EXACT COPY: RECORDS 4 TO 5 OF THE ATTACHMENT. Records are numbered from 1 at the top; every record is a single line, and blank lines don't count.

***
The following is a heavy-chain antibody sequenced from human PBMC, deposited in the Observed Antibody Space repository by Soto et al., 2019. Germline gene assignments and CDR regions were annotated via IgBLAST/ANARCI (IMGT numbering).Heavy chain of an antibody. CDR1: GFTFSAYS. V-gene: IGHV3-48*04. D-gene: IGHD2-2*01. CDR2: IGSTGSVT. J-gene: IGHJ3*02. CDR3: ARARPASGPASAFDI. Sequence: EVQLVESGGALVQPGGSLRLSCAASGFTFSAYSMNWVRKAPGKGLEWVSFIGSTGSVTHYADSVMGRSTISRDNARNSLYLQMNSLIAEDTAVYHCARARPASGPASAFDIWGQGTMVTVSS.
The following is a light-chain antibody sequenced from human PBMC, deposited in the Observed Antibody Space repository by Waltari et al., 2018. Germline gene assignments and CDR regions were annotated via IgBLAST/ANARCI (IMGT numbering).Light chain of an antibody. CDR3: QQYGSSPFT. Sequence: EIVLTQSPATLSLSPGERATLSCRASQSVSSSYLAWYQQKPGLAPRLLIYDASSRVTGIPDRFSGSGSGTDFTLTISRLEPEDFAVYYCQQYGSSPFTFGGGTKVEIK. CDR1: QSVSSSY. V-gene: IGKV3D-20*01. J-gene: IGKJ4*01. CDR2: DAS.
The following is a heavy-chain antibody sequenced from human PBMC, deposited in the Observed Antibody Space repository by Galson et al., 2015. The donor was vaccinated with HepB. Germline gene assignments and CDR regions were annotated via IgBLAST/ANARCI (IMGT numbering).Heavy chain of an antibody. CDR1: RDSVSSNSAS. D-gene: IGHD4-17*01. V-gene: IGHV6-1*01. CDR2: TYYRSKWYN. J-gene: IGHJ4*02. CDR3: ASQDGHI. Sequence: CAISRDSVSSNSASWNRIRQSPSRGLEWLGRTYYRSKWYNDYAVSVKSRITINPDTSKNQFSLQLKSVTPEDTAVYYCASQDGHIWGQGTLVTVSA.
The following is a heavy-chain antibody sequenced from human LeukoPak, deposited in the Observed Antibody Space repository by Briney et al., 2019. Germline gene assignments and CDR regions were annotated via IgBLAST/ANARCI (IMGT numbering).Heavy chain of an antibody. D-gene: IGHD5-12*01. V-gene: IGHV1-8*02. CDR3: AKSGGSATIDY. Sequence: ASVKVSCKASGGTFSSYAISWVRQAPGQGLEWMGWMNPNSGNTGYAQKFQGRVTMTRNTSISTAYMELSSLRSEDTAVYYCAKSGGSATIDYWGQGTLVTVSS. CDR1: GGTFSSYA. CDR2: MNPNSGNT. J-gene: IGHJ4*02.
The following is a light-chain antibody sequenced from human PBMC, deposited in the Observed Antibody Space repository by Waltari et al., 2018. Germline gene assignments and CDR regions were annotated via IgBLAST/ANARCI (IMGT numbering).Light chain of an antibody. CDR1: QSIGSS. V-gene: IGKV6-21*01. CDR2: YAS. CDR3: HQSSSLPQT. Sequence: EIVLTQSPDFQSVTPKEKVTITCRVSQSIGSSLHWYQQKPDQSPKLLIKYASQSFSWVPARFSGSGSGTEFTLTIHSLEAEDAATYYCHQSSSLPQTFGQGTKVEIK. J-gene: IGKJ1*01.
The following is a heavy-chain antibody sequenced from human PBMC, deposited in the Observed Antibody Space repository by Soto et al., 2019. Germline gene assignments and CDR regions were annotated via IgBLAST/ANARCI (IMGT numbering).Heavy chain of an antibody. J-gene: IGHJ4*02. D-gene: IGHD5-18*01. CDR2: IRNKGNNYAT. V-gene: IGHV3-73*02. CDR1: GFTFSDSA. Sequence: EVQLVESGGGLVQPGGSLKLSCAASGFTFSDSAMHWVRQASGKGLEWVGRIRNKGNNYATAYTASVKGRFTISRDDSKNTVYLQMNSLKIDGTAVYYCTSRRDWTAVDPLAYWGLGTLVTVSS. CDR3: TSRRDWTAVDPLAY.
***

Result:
The following is a heavy-chain antibody sequenced from human LeukoPak, deposited in the Observed Antibody Space repository by Briney et al., 2019. Germline gene assignments and CDR regions were annotated via IgBLAST/ANARCI (IMGT numbering).Heavy chain of an antibody. D-gene: IGHD5-12*01. V-gene: IGHV1-8*02. CDR3: AKSGGSATIDY. Sequence: ASVKVSCKASGGTFSSYAISWVRQAPGQGLEWMGWMNPNSGNTGYAQKFQGRVTMTRNTSISTAYMELSSLRSEDTAVYYCAKSGGSATIDYWGQGTLVTVSS. CDR1: GGTFSSYA. CDR2: MNPNSGNT. J-gene: IGHJ4*02.
The following is a light-chain antibody sequenced from human PBMC, deposited in the Observed Antibody Space repository by Waltari et al., 2018. Germline gene assignments and CDR regions were annotated via IgBLAST/ANARCI (IMGT numbering).Light chain of an antibody. CDR1: QSIGSS. V-gene: IGKV6-21*01. CDR2: YAS. CDR3: HQSSSLPQT. Sequence: EIVLTQSPDFQSVTPKEKVTITCRVSQSIGSSLHWYQQKPDQSPKLLIKYASQSFSWVPARFSGSGSGTEFTLTIHSLEAEDAATYYCHQSSSLPQTFGQGTKVEIK. J-gene: IGKJ1*01.